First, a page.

Ruby falls in love with small-time con man Eddie. During a botched blackmail scheme, Eddie accidentally kills the man they were setting up. Eddie takes off and Ruby is sent to a reformatory for two years.
After Florence Fallon's father dies unappreciated in the church where he preached for many years, she becomes embittered and loses faith. She teams up with Horsby, a con man, and performs ... See full summary »
Lil works for the Legendre Company and causes Bill to divorce Irene and marry her. She has an affair with businessman Gaerste and uses him to force society to pay attention to her. She has ... See full summary »
Cassie has come to New York and goes to work as a model where her friend Gladys works. She falls in love with wealthy young Jerry who is already married. Gladys has the same probelm with ... See full summary »
Socially-conscious banker Thomas Dickson faces a crisis when his protégé is wrongly accused for robbing the bank, gossip of the robbery starts a bank run, and evidence suggests Dickson's wife had an affair...all in the same day.
Reporter Gallagher loves reporter Smith who marries Anne. He's soon bored being married to a socialite and asks Gallagher to help him write a play. She arrives with a bunch of reporters and the mansion turns into a party. Anne arrives and orders them out and Smith goes with them. Written by
Ed Stephan <firstname.lastname@example.org>
The $50 bribe offered by the lawyer would equate to $780 in 2016. The $10,000 mentioned to settle the matter of breach-of-promise would be the same as almost $156,000 in 2016. See more »
When Stew Smith is married, his colleagues make fun of him in the press room. At that moment his wife calls and he walks over to the phone with his pipe in his mouth. However, when he picks up the phone, the pipe disappears. See more »
If you had to make a fool of yourself, why didn't you tell it to her, instead of writing?
Because I couldn't get her on the phone.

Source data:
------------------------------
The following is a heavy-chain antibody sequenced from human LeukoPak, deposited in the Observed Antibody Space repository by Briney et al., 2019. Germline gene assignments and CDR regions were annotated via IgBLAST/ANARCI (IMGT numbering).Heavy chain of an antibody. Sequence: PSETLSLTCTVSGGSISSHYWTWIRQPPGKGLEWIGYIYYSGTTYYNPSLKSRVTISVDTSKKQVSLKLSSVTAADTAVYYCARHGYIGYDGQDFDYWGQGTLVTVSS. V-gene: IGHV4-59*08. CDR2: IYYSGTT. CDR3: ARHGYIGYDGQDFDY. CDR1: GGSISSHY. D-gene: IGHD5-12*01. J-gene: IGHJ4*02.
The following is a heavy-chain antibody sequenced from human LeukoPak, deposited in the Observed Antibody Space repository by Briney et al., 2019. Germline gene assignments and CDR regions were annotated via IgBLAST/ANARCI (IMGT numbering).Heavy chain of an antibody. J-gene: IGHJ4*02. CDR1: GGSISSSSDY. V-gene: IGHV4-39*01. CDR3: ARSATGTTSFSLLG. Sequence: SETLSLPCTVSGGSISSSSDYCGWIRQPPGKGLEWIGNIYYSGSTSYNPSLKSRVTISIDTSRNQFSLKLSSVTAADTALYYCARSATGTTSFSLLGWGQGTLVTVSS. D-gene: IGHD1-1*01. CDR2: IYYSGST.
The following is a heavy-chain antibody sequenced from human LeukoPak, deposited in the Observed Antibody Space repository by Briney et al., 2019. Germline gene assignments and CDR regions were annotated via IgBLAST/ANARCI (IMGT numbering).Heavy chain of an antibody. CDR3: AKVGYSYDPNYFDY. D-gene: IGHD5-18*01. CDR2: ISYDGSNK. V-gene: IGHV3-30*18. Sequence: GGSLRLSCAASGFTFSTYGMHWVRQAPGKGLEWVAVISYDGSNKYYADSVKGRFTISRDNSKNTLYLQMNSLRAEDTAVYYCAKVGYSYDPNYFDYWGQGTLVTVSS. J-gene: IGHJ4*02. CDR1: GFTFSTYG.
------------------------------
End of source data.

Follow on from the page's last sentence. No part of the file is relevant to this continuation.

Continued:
You should have known better than to write, Romeo. I found that out a long time ago.
I should say you had. At the rate you two are going, we'll have to leave the country to save our faces!
Splendid, Mother! Let's hop over to Monte Carlo. It's a great place to save a face!
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Robert Williams plays the kind of role Spencer Tracy did time and again at Fox and MGM--the brash, likeable working man--and, in fact, the picture suggests a dry run of Tracy's "Libeled Lady." There's a breach-of-promise suit, a roomful of reporters cracking wise, a rich-rich Long Island clan existing to be mocked, and the kind of farcical complications that made the newspaper comedy one of the '30s' most endearing genres. Unfortunately, the dialogue isn't as snappy as it thinks it is, and Jean Harlow is as miscast as a society dame as Loretta Young is as a world-weary reporter -- the whole thing might have made more sense if they switched roles. The compensations, though, are many: Capra giving his actors brilliant bits of business (the "puttering" scene is an unsung classic), a roster of swell character actors, and some pre-Production Code naughtiness, including two very sexy love scenes between Williams and Harlow. Capra's pace is slower than usual, and his later works had cleverer plot twists. His handling of actors, though, is as beautiful to behold as ever. And in Williams' irresistible performance, we have a glimpse of a star that might have been.
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